I have had Cranial Sacral therapy on and off for the last few years but have been doing it once a month for the previous four or five months. Healthline’s article “Cranial Sacral Therapy” explains that it is thought that gently manipulating the bones in the skull, spines, and pelvis can enhance the flow of cerebrospinal fluid in the central nervous system to promote healing, release emotional and physical stress, and release restrictions throughout these areas. If you want some more information on cerebral spinal fluid and what it does, Fyzical’s article “Craniosacral Therapy” is a useful resource. While I am unaware of how to perform this therapy myself, I thought it would be good to discuss the basics and the experiences I have had with this therapy.
What Should You Expect With CST?
The general procedure of this therapy is that you will remain fully clothed and lay down on your back on a massage table. The practitioner will begin at your head, foot, or pelvis area near the middle of your body. Using around five grams of pressure, the therapist will listen to the cranial rhythms present throughout your body. If the therapist thinks it is necessary, it is common for them to gently press or change their position to improve the flow of cerebral fluids. Most people, including myself, feel deep relaxation, tiredness or sleep, and hot or cold sensations. Some other common things I do not feel are sensing pulsations or having a numbing or “pins and needles” sensation. After the session, I feel tired, and the therapist recommends that I relax and drink tons of water following the session.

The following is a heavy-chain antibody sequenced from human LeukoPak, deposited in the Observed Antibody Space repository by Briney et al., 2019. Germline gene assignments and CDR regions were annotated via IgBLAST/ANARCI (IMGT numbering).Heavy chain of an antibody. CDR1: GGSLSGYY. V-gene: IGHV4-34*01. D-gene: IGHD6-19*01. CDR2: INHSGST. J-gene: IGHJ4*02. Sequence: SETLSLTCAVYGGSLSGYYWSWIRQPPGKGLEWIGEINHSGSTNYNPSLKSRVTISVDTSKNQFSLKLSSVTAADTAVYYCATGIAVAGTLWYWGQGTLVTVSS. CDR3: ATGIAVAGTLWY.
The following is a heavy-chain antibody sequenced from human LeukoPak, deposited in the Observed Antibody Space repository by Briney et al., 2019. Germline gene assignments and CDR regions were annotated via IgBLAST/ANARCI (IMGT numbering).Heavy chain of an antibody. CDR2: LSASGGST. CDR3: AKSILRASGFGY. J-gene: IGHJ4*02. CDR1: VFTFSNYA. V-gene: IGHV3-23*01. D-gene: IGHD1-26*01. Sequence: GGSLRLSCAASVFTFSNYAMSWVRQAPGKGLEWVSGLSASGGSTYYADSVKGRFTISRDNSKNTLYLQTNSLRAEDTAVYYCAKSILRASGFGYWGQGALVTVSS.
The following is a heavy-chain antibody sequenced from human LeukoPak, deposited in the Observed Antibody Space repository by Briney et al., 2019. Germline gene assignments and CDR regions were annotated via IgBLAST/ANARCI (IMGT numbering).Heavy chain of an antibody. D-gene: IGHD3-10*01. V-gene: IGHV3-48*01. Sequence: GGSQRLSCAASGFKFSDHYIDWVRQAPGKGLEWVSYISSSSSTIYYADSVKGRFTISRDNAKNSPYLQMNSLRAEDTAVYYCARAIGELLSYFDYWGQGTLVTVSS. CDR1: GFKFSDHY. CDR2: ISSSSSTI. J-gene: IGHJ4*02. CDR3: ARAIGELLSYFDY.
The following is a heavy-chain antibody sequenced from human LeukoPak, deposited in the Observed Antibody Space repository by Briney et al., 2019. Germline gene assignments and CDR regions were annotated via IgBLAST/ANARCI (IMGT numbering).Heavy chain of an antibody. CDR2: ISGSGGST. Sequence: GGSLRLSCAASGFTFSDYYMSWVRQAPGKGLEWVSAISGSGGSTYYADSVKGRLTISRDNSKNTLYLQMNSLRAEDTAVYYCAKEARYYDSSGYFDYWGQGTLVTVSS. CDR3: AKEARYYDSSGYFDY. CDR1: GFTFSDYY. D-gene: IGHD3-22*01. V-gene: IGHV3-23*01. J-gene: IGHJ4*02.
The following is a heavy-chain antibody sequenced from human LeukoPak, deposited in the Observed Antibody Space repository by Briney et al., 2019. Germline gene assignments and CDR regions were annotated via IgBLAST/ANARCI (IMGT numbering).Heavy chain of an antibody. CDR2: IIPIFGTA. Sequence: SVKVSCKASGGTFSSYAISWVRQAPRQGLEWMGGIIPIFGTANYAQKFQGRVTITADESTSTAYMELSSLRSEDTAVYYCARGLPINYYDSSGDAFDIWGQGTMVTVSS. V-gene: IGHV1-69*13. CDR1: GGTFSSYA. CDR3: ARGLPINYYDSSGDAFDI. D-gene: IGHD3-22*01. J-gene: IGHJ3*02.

Check With Your Doctor About Trying CST
The article addresses that those who have severe bleeding disorders, a diagnosed aneurysm, or a history of recent traumatic head injuries, which may include cranial bleeding or skull fractures, should avoid this type of therapy. If you are free from these symptoms, you may feel a little tired or discomfort following the session, which disappears in about a day. Also, this type of therapy is non-invasive, making it a safer option than some drugs, but it is vital to ask for a doctor’s opinion. It is also essential that the therapist is a licensed practitioner performing this treatment.
How Do I Feel After CST
After this treatment, I feel less tired, more emotionally in control, enhanced wellbeing, more energy, less tension and tightness throughout my body. You may have some benefits or no benefits at all, but I would recommend trying this therapy because it may be beneficial for you. It is critical to experiment to see what types of therapy work for you. Since you know your body better than anyone, it is your job to determine what is effective for you and what is not.